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Soft Book Sales as the World Celebrates Reading

To mark the 20th anniversary of Read Across America (or World Book Day in the rest of the world), children around the world dressed up as their favorite publishing-based characters.

The holiday is also known as Dr. Seuss Day in honor of American writer Theodore Seuss Geisel, whose birthday falls on March 2nd. The Roald Dahl Literary Estate launched Roald Dahl’s Imaginormous Challenge across the U.S. The challenge stars Willy Wonka and offers five children the chance to become lucky Golden Ticket winners. Penguin Random House also debuted an added-value version of George’s Marvellous Medicine and a new George’s Marvellous Experiments book in time for World Book Day.

TLL estimates that retail sales of publishing-based properties reached $4.51 billion in 2015 in the U.S./Canada, with $49 million coming straight from traditional books. In contrast to the product category’s laconic growth, worldwide sales of licensed publishing merchandise grew 2.1% in 2015 to reach $8.60 billion in licensed retail sales. Comic books and graphic novels as a product category have enjoyed greater growth (in comparison to books) because of the increasingly interdependent and complementary relationship between comics and movies and TV, especially for top entertainment/character properties.

But publishers are catching up, and are expanding their current licensed offerings across more formats, holidays, and properties. Licensed offerings tend to sell better than those that aren’t, and retailers are dedicating more space to them than ever before.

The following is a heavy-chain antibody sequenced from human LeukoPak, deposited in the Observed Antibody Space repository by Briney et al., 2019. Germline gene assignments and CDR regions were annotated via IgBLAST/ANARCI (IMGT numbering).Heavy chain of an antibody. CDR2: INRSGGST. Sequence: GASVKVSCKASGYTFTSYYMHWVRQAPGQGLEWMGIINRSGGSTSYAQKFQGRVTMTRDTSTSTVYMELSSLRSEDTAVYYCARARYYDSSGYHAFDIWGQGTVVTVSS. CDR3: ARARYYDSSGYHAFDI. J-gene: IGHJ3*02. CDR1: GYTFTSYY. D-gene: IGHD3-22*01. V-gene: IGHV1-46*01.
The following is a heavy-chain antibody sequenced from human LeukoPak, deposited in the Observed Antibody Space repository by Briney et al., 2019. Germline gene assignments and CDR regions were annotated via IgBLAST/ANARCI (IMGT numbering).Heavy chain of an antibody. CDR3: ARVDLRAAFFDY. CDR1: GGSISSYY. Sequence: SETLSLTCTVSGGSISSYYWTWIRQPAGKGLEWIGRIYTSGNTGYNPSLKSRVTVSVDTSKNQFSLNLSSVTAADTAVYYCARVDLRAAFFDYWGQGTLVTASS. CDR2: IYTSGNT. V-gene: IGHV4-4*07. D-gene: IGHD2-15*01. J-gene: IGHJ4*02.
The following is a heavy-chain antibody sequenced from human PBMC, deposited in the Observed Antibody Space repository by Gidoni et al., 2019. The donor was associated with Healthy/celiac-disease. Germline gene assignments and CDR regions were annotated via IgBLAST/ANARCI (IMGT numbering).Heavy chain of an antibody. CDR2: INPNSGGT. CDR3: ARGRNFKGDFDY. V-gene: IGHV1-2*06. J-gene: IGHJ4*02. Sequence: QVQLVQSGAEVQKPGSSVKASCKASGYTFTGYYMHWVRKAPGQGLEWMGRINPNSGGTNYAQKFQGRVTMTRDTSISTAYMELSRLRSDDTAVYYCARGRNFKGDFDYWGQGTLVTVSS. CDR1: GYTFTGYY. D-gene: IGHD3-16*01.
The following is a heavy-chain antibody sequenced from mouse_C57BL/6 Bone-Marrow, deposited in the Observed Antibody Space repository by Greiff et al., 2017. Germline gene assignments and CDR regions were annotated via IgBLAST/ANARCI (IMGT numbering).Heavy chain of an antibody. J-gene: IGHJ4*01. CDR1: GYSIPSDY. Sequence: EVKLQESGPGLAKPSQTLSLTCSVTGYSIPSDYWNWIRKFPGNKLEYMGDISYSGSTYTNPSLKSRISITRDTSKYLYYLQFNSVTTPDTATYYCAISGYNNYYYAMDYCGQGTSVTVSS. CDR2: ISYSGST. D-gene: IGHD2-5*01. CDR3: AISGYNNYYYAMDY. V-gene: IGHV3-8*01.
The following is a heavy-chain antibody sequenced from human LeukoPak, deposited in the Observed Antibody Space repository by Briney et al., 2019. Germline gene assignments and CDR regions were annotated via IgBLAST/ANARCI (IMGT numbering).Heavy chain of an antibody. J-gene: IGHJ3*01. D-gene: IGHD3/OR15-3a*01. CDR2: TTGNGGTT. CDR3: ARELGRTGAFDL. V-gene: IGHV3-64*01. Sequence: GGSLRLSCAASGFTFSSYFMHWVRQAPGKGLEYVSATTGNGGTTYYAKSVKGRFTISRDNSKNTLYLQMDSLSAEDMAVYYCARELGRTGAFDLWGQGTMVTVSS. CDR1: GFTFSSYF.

The celebrations arrived as Barnes & Noble revealed falling Q3 results thanks to a disappointing holiday season. Comparable store sales were down 8.3% (to $70.3 million from $80.3 million last year), and retailer predicts that they will fall another 7% for the fiscal year ending April 30th. B&N is developing new store formats and expanding into categories such as educational toys and games.

Diversity Trending

Scholastic’s biannual report on reading trends reveals that diversity is a hot topic among American kids and their parents. When asked what diversity means to them, 73% of parents say it relates to “people and experiences different than those of my child,” while 68% say “various cultures, customs, or religions,” and 51% say it relates to “differently abled people.”

African-American families are more likely to include people of color in their definitions, at 62%. On the other hand, kids are seeking out stories that portray characters that are “differently-abled” (13%), “culturally or ethnically diverse” (11%) and “who break stereotypes” (11%).

The top 10 books or series that parents are reading aloud to their kids include Goodnight Moon, Dr. Seuss, Diary of a Wimpy Kid, and Harry Potter. Kids ages 6–8 say their favorites include series Diary of a Wimpy Kid, Magic Tree House, and Junie B. Jones. Tweens, meanwhile, had similar answers, with Diary of a Wimpy Kid coming in first, followed by Harry Potter and Goosebumps. For kids ages 12–14, all of those titles were joined by the Dork Diaries and Percy Jackson series.


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